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Sticky Fingers in the Cash Register? How to Stop It
|Gelman, Rosenberg & Freedman CPAs is a member of CPAmerica International, an association of CPA and consulting firms that provides industry knowledge including insightful articles, to help member firms serve clients and other individuals and organizations.|
Jan 7, 2014
Chances are, your employees would never steal from you.
Even so, as Ronald Reagan advised, “Trust but verify.”
Waiting too long could limit your ability to prosecute when theft does occur. Before it’s too late, nip pilfering in the bud. Here are six steps to follow:
1. Compare gross sales to net sales. The difference between the two is generally returns. Legitimate returns should be documented with customer receipts or return forms. If not, find out why.
2. Measure cash returns from one period to the next. Watch for unusual increases. If the totals are rising, determine if the increase is due primarily to one employee. Watch for round figures – for example, a cash return of $300 is unlikely and should raise a red flag.
3. Watch for inventory shrinkage. Inventory shrinkage could mean outright merchandise theft, or represent fraudulent returns or fraudulent voided sales, both of which depend on falsified inventory records. Solve the problem by requiring approval of returns and voids over an established low limit, and by watching for patterns, like increased voids or returns from one employee.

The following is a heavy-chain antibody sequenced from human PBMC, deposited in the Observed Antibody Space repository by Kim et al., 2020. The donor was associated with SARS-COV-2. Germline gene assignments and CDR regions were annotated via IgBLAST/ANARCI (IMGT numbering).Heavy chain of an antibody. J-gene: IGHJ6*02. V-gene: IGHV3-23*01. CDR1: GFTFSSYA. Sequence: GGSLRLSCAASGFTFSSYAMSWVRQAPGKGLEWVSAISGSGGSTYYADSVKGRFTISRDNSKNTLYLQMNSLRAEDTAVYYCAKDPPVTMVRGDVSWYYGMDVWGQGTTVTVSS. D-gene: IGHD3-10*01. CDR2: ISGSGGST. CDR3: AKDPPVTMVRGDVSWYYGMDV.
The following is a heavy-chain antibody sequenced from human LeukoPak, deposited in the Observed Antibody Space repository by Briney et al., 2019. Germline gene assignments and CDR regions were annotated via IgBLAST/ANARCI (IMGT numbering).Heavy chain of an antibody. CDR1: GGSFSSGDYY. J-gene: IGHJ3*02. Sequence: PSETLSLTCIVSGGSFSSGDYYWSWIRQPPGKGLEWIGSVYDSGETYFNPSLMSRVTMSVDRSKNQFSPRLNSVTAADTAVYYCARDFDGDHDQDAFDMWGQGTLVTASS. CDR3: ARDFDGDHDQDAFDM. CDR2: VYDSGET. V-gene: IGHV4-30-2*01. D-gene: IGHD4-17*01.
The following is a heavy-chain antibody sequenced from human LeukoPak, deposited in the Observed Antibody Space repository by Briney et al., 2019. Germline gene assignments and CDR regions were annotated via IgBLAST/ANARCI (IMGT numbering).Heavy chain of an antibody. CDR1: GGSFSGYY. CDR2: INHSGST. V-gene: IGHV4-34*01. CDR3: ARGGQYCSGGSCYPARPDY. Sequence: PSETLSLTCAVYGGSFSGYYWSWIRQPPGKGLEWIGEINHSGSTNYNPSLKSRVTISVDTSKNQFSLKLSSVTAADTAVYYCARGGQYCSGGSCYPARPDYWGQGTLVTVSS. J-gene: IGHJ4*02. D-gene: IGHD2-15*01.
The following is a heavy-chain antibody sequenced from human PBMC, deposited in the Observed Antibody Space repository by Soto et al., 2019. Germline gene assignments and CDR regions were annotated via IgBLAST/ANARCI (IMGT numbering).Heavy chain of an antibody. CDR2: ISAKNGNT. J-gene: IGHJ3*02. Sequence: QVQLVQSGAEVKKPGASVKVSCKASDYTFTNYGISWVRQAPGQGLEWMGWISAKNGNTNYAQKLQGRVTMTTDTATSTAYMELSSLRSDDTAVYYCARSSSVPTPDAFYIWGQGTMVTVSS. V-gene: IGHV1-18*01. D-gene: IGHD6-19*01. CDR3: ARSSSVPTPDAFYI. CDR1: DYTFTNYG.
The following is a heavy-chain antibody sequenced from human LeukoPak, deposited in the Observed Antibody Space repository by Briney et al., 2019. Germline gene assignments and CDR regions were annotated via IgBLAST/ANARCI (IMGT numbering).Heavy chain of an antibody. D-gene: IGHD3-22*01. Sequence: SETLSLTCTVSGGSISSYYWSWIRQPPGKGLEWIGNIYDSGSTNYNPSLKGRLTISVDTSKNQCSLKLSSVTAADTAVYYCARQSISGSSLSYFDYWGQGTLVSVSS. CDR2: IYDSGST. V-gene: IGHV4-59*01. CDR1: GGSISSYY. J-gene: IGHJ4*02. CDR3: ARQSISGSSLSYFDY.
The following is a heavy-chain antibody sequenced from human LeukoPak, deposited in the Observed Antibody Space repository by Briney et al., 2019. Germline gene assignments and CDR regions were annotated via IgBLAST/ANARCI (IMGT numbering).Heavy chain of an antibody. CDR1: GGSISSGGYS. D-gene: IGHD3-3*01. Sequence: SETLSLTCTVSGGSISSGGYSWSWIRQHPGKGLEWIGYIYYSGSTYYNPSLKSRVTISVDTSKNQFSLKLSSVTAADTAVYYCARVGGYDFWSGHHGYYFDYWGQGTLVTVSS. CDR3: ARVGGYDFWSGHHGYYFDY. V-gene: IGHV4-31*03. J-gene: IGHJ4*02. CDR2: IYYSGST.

4. Create a written ethics policy. This is a nonthreatening way to let staff know that you are aware of the possibilities of fraud.
5. Provide anti-fraud training. Training will help staff spot unusual behavior.
6. Set up an anonymous method for tips. A system should be in place for employees to anonymously report fraud when they suspect it.
Ian was invaluable throughout the complex process of setting up our accounting and payroll system, developing our internal controls and reporting systems, and launching our financial management in an efficient and sound manner. Ian is simply delightful to work with.
Amy Hawthorne | Former Executive Director
Hollings Center for International Dialogue